Today Lovely Books Shines The Author Spotlight On…
At home in a small town in the mountains, Susan Haught lives in Arizona’s Rim Country with her husband and high maintenance Shih Tzu, Mercedes. When she isn’t creating quaint towns with captivating characters or wrestling a busy day-job, you’ll find her tackling an overgrown garden, engrossed in a movie, or curled up with a good book–her dogs and a stash of Australian black licorice close at hand.
Susan writes contemporary women’s fiction/romance with the belief that love is ageless and has the power to change lives–one step, one touch, one kiss at a time.
How long have you been writing? When did you decide to become an author?
At the ripe old age of nine, storytelling chose me. My third grade teacher raved about a rather boring summer vacation story I wrote, and since I couldn’t wrap the concept of subtraction around my head, I focused on writing stories to get me through school. Too young and foolish to realize what I’d accomplished, I gave up writing shortly after a short story of mine landed in Focus on the Family’s children’s magazine, Clubhouse. Seven years ago when my son left for college, I focused on learning the craft and giving it another try.
How do you find inspiration?
Inspiration is everywhere! An idea for a story can come from a friend’s silly story, the grouchy man in front of me in the grocery line, a random sequence of dialogue, song lyrics, a photograph, or a blip in the newspaper. My friends and family have learned not to tell me anything they don’t want to end up in my next story!
How do you go about writing a book? Do you have any schedule, tricks or tips to share?
I’m a bit scatterbrained, so I’m not the best writer to seek advice from. I don’t conform to most “norms” of the craft. A story idea comes to me and I jot it down and leave it. Most of the time a character will emerge from that, and from there the story is told through the eyes of the character and most assuredly in my head in the middle of the night when I have to get up at 4:15am to be at my day job. One thing I highly advise is to keep a notebook with you at all times. Once a great line of dialogue, a scene, or the spark of an idea is gone, it’s gone for good. Don’t let that happen. When your scribbles have had a chance to simmer, you can weed out anything that doesn’t work, and let the good stuff blossom!
What kind of books do you read? Who is your favorite author?
If it’s written, I’ll give it a try no matter what the genre, but I prefer stories that are character driven. If Stephen King or Diana Gabaldon wrote it, it’s on my list, but there are too many favs to list. If I were granted a wish to sit down with an author, it would be Mr. King and I would hope the ghost of Mark Twain would join us.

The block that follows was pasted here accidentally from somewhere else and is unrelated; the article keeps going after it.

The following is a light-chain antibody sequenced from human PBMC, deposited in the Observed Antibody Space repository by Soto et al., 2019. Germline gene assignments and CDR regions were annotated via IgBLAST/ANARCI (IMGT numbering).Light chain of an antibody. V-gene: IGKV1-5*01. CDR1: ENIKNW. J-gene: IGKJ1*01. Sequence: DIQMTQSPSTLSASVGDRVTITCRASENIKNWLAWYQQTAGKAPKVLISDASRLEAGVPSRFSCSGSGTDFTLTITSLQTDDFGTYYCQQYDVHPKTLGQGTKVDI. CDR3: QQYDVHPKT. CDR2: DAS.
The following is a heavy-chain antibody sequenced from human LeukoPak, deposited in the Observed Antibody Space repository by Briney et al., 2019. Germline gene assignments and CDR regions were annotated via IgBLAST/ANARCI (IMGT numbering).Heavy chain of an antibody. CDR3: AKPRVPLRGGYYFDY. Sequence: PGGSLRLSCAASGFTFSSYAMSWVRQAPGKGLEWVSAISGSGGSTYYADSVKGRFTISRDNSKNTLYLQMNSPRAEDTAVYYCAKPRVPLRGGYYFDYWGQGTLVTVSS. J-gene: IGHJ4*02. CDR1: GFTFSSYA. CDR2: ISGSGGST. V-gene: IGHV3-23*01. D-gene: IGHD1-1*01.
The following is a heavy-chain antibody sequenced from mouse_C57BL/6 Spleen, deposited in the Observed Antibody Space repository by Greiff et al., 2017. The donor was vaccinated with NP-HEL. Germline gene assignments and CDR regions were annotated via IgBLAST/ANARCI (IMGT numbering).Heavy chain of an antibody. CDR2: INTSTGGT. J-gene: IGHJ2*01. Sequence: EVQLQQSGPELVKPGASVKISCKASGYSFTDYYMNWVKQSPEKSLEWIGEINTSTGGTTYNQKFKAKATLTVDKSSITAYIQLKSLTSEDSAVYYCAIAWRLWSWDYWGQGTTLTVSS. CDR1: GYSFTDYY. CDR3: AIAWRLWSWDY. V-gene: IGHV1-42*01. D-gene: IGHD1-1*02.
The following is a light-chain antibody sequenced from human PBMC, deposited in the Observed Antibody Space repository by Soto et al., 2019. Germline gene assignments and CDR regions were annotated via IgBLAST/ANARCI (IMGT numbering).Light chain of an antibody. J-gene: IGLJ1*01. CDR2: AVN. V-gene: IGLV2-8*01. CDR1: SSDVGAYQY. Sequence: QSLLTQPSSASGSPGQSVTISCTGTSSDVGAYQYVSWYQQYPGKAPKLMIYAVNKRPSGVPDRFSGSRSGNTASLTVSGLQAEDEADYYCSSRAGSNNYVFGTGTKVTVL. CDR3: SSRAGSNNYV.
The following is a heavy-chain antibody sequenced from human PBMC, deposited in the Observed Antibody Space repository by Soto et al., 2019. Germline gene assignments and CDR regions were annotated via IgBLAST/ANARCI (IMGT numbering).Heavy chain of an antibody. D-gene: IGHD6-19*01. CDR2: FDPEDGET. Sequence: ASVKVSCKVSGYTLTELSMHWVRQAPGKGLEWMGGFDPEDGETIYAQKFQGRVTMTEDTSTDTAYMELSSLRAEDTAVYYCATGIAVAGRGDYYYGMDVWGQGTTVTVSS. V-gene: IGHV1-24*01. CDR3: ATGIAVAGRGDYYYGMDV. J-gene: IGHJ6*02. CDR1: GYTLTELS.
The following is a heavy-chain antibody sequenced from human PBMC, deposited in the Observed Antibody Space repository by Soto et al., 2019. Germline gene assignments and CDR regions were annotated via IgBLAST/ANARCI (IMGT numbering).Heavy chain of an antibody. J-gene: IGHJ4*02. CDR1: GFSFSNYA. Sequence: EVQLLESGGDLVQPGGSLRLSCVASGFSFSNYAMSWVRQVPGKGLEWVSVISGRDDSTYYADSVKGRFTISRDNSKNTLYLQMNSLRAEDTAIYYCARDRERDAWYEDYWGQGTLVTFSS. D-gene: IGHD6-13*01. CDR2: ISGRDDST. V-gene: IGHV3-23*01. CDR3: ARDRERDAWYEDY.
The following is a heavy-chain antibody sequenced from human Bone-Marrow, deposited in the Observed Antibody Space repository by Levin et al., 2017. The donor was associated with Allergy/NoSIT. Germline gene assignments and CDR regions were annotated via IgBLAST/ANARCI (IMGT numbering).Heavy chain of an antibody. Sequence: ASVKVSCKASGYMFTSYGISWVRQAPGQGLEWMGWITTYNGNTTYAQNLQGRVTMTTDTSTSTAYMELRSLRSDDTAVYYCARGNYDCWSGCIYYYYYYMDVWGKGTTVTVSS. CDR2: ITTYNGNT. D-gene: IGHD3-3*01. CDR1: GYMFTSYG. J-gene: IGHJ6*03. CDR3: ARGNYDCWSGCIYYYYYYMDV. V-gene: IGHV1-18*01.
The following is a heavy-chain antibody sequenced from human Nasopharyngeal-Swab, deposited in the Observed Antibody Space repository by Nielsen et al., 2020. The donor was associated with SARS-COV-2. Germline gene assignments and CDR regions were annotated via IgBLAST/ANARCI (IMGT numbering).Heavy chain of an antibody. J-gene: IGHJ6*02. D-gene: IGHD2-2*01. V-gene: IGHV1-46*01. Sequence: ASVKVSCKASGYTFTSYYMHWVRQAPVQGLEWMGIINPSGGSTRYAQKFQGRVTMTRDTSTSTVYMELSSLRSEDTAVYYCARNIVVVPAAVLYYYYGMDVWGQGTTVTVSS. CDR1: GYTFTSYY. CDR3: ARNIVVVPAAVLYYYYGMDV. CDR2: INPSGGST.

What are you currently working on?
At any one time I’ve got two or three stories taking up prime real estate in my head (there’s not much left, you know) so to say I’m finishing up a novel makes me (literally) a little light-headed! I’m putting the final touches on a women’s fiction novel and trying desperately to shove the characters from the second in the series to the back of my mind. It’s not working. So, while I’m finishing this novel, I’m jotting notes from the knot of rather rude people vying for my attention inside my head. But I’m partial to the quiet ones. They seem to have the most to say.
If you could have any superpower, what would it be?
Oh boy. My mother “knew” my brothers were in trouble before they took a step or opened their mouth. My sister and I never got into trouble (cough) and I always thought it would be cool to be like my mom. Alas, my son was easy-peasy to raise, so I never gained that particular trait. I think it would be pretty cool to be able to turn back the clock. I started writing later in life, so to have a few extra years to enjoy it would rock!
Do you listen to music when you write? If so, what kind of music?
I have a special place in my heart for songwriters. They write mini stories AND set them to music. It takes an unbelievable talent to do so. However, I don’t want them or their music in my den. I have a hard time listening to anything except the voices in my head and sometimes when the weather is warm enough, the gurgle of the fountain outside the window.
Who is your favorite villain?
My favorite villain is that of the human psyche. After all, the mind is where all villains come from in one way or another. I enjoy writing the creepy/mean/nasty character, to discover what makes them tick, their motives, their background and how they use that to further their agenda, and what they’ll do to make us feel just a little sorry for them. We love to hate the Voldemorts, the Jack Torrances, or Hannibal Lecters (as long as they don’t live next door) and I’ll take mine with some fava beans and a nice glass of chianti, please.
If you had to pick between receiving a million dollars today, or $1000 a month for the rest of your life, which would you choose?
I’d be foolish not to take it one lump sum. A few years from now…well, let me just say there are a lot more years behind me than in front, so yeah, a million smackers all at once, thank you!
If you could take anyone out for coffee, dead, alive, or fictional, who would it be?
Without a doubt, Stephen King. With his psyche in the land of the macabre, the possibility of a ghost joining us wouldn’t be out of the question. I vote for Mark Twain. Does that count as two?